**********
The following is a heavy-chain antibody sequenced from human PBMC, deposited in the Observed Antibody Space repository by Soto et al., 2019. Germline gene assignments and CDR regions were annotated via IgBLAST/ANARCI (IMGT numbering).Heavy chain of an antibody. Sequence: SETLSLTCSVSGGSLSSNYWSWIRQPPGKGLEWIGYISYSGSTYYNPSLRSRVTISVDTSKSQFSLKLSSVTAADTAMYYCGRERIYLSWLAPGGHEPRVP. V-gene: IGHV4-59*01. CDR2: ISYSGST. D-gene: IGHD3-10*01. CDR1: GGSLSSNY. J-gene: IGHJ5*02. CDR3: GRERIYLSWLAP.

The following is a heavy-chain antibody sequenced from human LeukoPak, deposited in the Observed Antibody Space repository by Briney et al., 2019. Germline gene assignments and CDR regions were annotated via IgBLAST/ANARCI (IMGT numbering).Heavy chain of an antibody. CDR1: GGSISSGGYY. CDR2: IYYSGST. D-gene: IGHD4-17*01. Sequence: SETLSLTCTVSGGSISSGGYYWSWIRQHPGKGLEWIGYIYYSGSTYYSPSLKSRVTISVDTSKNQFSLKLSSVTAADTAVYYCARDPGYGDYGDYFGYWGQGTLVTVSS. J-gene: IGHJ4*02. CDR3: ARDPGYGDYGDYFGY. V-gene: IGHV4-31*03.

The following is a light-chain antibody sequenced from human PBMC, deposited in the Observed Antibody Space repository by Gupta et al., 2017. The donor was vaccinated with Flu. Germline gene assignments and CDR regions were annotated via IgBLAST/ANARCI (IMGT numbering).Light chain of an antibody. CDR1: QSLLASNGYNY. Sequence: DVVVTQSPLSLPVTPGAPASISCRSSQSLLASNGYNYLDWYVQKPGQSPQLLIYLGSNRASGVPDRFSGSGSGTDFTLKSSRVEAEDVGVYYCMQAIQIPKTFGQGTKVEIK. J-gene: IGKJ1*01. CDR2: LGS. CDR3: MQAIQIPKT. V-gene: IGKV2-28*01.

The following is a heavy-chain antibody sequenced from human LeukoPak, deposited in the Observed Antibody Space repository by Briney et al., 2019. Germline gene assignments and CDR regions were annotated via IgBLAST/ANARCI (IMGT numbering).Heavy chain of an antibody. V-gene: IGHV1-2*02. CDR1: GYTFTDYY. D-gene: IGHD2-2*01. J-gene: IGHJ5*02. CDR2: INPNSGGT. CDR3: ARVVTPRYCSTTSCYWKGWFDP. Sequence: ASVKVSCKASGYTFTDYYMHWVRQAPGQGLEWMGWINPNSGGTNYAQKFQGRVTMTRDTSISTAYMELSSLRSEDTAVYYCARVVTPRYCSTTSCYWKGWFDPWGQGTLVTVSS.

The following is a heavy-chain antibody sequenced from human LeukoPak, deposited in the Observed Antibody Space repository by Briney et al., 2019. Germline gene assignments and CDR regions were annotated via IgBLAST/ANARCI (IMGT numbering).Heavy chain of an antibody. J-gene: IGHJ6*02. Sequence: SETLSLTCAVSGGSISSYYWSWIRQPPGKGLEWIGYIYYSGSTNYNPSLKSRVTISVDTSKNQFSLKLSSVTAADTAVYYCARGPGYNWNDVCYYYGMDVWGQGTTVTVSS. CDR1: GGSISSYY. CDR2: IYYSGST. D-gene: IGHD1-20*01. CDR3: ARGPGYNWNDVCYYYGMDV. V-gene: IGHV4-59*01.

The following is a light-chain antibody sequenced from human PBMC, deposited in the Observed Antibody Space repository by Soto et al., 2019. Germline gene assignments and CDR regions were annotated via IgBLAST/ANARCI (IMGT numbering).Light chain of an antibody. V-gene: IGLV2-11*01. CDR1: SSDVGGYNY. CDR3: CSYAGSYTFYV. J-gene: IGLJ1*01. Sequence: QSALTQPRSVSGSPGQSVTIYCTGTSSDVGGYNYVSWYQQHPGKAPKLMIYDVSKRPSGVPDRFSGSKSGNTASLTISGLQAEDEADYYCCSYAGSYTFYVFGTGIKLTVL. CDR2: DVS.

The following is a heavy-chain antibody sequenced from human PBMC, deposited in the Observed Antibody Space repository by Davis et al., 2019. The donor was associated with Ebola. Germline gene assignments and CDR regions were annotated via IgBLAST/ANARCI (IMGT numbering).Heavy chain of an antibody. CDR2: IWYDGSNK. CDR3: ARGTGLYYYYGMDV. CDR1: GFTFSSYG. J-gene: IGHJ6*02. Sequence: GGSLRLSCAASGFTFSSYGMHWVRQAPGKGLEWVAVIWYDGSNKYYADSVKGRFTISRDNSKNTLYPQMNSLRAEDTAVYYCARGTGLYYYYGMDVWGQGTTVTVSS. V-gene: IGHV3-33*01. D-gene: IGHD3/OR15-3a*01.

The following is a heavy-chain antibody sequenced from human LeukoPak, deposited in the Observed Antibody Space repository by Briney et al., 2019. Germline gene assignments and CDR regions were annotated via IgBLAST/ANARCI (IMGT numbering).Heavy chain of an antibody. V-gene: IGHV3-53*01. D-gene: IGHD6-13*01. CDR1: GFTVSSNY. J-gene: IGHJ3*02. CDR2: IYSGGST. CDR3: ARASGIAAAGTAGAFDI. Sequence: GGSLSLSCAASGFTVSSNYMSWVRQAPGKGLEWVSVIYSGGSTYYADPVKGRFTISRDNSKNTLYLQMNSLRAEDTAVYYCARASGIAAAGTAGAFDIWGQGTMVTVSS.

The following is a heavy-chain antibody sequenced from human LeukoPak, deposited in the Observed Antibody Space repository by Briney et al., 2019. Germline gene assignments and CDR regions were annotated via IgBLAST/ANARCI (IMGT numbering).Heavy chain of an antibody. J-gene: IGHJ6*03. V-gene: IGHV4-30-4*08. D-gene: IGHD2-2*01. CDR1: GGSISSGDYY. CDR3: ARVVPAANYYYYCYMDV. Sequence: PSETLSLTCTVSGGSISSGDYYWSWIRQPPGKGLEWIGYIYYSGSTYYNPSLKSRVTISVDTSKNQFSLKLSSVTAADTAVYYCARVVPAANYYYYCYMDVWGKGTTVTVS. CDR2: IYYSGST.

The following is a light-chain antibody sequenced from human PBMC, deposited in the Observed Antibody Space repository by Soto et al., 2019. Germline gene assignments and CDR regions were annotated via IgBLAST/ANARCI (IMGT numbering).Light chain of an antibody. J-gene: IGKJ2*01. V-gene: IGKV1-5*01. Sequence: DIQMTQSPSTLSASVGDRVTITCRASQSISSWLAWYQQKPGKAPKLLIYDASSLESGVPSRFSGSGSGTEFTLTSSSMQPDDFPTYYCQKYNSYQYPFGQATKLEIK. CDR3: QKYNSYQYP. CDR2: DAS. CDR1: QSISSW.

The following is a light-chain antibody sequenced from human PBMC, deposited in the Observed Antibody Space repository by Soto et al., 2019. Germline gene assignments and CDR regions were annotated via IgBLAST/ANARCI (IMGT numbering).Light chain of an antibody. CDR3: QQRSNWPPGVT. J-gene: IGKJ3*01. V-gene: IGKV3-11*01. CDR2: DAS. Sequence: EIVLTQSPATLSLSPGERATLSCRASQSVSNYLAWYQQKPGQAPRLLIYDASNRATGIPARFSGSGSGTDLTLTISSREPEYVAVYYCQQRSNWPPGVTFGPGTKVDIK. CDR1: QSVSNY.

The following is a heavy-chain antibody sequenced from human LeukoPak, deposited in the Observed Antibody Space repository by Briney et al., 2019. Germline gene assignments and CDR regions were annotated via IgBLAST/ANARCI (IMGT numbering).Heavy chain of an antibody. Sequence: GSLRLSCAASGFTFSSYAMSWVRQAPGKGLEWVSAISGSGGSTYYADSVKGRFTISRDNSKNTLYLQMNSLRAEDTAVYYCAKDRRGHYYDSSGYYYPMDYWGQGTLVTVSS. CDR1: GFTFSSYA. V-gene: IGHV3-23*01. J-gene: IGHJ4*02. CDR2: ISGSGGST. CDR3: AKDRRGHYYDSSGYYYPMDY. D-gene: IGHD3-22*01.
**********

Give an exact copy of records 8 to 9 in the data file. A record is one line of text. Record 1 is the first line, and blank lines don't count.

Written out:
The following is a heavy-chain antibody sequenced from human LeukoPak, deposited in the Observed Antibody Space repository by Briney et al., 2019. Germline gene assignments and CDR regions were annotated via IgBLAST/ANARCI (IMGT numbering).Heavy chain of an antibody. V-gene: IGHV3-53*01. D-gene: IGHD6-13*01. CDR1: GFTVSSNY. J-gene: IGHJ3*02. CDR2: IYSGGST. CDR3: ARASGIAAAGTAGAFDI. Sequence: GGSLSLSCAASGFTVSSNYMSWVRQAPGKGLEWVSVIYSGGSTYYADPVKGRFTISRDNSKNTLYLQMNSLRAEDTAVYYCARASGIAAAGTAGAFDIWGQGTMVTVSS.

The following is a heavy-chain antibody sequenced from human LeukoPak, deposited in the Observed Antibody Space repository by Briney et al., 2019. Germline gene assignments and CDR regions were annotated via IgBLAST/ANARCI (IMGT numbering).Heavy chain of an antibody. J-gene: IGHJ6*03. V-gene: IGHV4-30-4*08. D-gene: IGHD2-2*01. CDR1: GGSISSGDYY. CDR3: ARVVPAANYYYYCYMDV. Sequence: PSETLSLTCTVSGGSISSGDYYWSWIRQPPGKGLEWIGYIYYSGSTYYNPSLKSRVTISVDTSKNQFSLKLSSVTAADTAVYYCARVVPAANYYYYCYMDVWGKGTTVTVS. CDR2: IYYSGST.